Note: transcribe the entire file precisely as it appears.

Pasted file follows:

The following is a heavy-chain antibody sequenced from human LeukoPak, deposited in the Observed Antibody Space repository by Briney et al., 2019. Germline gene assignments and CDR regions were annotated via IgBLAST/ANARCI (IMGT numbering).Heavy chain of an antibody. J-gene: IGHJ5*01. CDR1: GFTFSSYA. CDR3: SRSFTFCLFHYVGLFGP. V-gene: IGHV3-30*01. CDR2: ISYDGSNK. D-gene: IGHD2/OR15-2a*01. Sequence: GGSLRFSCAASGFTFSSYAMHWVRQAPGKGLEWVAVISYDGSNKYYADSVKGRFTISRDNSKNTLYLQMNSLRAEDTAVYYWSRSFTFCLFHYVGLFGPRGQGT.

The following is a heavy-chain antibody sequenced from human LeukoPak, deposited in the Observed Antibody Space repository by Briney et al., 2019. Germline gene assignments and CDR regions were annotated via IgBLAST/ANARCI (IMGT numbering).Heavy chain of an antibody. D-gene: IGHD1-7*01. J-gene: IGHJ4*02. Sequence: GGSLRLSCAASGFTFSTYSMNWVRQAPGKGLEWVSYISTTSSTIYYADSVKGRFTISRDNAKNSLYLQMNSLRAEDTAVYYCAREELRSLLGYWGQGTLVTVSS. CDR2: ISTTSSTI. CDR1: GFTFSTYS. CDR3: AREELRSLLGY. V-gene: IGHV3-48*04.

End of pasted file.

The following is a heavy-chain antibody sequenced from human LeukoPak, deposited in the Observed Antibody Space repository by Briney et al., 2019. Germline gene assignments and CDR regions were annotated via IgBLAST/ANARCI (IMGT numbering).Heavy chain of an antibody. J-gene: IGHJ5*01. CDR1: GFTFSSYA. CDR3: SRSFTFCLFHYVGLFGP. V-gene: IGHV3-30*01. CDR2: ISYDGSNK. D-gene: IGHD2/OR15-2a*01. Sequence: GGSLRFSCAASGFTFSSYAMHWVRQAPGKGLEWVAVISYDGSNKYYADSVKGRFTISRDNSKNTLYLQMNSLRAEDTAVYYWSRSFTFCLFHYVGLFGPRGQGT.

The following is a heavy-chain antibody sequenced from human LeukoPak, deposited in the Observed Antibody Space repository by Briney et al., 2019. Germline gene assignments and CDR regions were annotated via IgBLAST/ANARCI (IMGT numbering).Heavy chain of an antibody. D-gene: IGHD1-7*01. J-gene: IGHJ4*02. Sequence: GGSLRLSCAASGFTFSTYSMNWVRQAPGKGLEWVSYISTTSSTIYYADSVKGRFTISRDNAKNSLYLQMNSLRAEDTAVYYCAREELRSLLGYWGQGTLVTVSS. CDR2: ISTTSSTI. CDR1: GFTFSTYS. CDR3: AREELRSLLGY. V-gene: IGHV3-48*04.